A need exists for a method, apparatus, and system that seals cryptographic keys associated with a data repository to a trusted platform. The sealing of cryptographic keys to a platform configuration will ensure that the data can be accessed only by the system that encrypted the data. The encrypted data may include one or more individual files, one or more partitions, or the entire disk volume. Sealing the cryptographic key of an entire encrypted volume will increase the security of the system startup, since the system will not boot if the BIOS, embedded firmware, or configuration has been compromised. Beneficially, such a process, apparatus, and system would permit unencumbered access to data in the data repository while it is an integral part of the trusted platform, but would prevent data access if the data repository were removed from the trusted platform, or if the trusted platform were compromised. The present invention addresses such a need.
The present invention has been developed in response to the present state of the art, and in particular, in response to the problems and needs in the art that have not yet been fully solved by currently available computer security devices. Accordingly, the present invention has been developed to provide a method, apparatus, and system for sealing a data repository to a trusted computer platform that overcomes many or all of the above-discussed shortcomings in the art.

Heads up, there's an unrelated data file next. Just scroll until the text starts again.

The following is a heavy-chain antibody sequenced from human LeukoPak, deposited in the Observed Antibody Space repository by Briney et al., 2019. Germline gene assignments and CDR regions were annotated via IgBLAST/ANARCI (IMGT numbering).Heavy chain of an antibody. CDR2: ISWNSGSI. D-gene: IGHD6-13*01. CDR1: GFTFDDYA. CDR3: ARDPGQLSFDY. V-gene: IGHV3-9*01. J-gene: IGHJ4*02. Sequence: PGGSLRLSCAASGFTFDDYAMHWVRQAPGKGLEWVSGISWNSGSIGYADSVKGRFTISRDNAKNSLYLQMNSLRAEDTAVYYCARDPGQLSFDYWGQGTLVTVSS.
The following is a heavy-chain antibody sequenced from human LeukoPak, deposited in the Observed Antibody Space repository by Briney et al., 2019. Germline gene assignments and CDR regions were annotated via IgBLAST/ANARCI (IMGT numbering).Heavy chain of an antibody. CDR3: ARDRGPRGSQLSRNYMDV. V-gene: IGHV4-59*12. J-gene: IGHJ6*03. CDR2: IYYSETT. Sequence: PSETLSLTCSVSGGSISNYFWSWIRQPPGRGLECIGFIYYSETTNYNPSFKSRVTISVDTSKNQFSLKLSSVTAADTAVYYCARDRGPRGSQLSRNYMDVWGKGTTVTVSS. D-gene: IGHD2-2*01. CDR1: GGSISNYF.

The apparatus for sealing a data repository to a trusted computer platform is provided with a logic unit containing a plurality of modules configured to functionally execute the necessary steps of sealing a data repository to a trusted computer platform. These modules in the described embodiments include a cryptography module, a measurement module, and a key management module.
The apparatus, in one embodiment, is configured to seal a cryptographic key associated with a data repository to a set of measurement values that represent a specific configuration of platform resources. Sealing is the encrypting of a quantum of data using measurement values representing platform resources as keys to produce a sealed key. In one embodiment, the cryptographic key is sealed to a “digital fingerprint” that represents the embedded firmware including a BIOS, a boot record, a drive serial number, and an object code image of decryption software. If the specific configuration of platform resources is not present, the cryptographic key can not be unsealed and therefore encrypted data on the data repository will not be decrypted. In one embodiment the apparatus is used in conjunction with a system boot-up sequence, preventing the system from booting the operating system if the platform configuration has been compromised.